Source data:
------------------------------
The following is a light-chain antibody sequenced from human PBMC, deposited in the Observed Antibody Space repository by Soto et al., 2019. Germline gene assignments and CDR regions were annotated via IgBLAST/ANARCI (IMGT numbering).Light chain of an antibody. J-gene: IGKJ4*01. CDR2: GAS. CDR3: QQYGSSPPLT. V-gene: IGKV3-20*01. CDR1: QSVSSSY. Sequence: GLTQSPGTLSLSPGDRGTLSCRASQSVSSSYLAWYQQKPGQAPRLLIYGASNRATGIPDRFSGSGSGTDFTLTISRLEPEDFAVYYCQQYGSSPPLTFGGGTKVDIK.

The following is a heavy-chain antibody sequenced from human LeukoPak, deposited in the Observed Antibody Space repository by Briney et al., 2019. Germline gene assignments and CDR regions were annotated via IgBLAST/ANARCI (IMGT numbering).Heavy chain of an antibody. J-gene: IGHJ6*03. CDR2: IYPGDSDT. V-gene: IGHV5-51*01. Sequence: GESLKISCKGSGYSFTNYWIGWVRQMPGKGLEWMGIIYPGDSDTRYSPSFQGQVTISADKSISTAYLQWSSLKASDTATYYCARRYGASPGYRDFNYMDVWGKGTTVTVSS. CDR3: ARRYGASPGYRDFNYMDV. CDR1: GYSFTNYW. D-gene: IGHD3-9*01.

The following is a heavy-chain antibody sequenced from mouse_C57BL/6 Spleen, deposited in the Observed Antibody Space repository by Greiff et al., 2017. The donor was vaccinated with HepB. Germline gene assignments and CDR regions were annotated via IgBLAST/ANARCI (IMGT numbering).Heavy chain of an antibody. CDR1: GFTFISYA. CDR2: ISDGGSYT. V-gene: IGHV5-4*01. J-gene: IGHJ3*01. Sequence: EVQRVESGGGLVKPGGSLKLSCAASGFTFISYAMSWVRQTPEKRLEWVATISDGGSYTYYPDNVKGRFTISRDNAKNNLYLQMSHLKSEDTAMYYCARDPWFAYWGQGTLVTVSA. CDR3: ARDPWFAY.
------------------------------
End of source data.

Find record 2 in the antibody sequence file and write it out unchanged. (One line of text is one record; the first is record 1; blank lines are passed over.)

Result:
The following is a heavy-chain antibody sequenced from human LeukoPak, deposited in the Observed Antibody Space repository by Briney et al., 2019. Germline gene assignments and CDR regions were annotated via IgBLAST/ANARCI (IMGT numbering).Heavy chain of an antibody. J-gene: IGHJ6*03. CDR2: IYPGDSDT. V-gene: IGHV5-51*01. Sequence: GESLKISCKGSGYSFTNYWIGWVRQMPGKGLEWMGIIYPGDSDTRYSPSFQGQVTISADKSISTAYLQWSSLKASDTATYYCARRYGASPGYRDFNYMDVWGKGTTVTVSS. CDR3: ARRYGASPGYRDFNYMDV. CDR1: GYSFTNYW. D-gene: IGHD3-9*01.